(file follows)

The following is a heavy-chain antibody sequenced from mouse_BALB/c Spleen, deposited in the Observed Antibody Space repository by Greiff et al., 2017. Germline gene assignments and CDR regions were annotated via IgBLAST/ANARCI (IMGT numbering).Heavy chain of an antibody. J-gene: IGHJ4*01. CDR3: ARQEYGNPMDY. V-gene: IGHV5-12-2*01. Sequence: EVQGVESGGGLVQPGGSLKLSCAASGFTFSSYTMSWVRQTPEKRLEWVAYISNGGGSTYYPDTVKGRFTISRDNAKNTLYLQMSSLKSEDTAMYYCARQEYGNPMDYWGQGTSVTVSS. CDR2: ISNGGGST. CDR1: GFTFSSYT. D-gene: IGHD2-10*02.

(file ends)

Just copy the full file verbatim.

The following is a heavy-chain antibody sequenced from mouse_BALB/c Spleen, deposited in the Observed Antibody Space repository by Greiff et al., 2017. Germline gene assignments and CDR regions were annotated via IgBLAST/ANARCI (IMGT numbering).Heavy chain of an antibody. J-gene: IGHJ4*01. CDR3: ARQEYGNPMDY. V-gene: IGHV5-12-2*01. Sequence: EVQGVESGGGLVQPGGSLKLSCAASGFTFSSYTMSWVRQTPEKRLEWVAYISNGGGSTYYPDTVKGRFTISRDNAKNTLYLQMSSLKSEDTAMYYCARQEYGNPMDYWGQGTSVTVSS. CDR2: ISNGGGST. CDR1: GFTFSSYT. D-gene: IGHD2-10*02.